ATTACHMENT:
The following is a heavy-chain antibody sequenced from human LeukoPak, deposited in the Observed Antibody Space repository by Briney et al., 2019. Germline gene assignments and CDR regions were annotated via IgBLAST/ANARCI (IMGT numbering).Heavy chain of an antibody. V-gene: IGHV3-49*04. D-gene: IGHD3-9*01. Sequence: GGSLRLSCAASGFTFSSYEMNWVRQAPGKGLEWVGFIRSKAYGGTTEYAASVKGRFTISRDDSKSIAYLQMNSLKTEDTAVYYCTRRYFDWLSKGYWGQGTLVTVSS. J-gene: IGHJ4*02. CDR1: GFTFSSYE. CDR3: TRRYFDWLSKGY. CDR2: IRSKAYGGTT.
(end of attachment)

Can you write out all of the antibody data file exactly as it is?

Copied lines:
The following is a heavy-chain antibody sequenced from human LeukoPak, deposited in the Observed Antibody Space repository by Briney et al., 2019. Germline gene assignments and CDR regions were annotated via IgBLAST/ANARCI (IMGT numbering).Heavy chain of an antibody. V-gene: IGHV3-49*04. D-gene: IGHD3-9*01. Sequence: GGSLRLSCAASGFTFSSYEMNWVRQAPGKGLEWVGFIRSKAYGGTTEYAASVKGRFTISRDDSKSIAYLQMNSLKTEDTAVYYCTRRYFDWLSKGYWGQGTLVTVSS. J-gene: IGHJ4*02. CDR1: GFTFSSYE. CDR3: TRRYFDWLSKGY. CDR2: IRSKAYGGTT.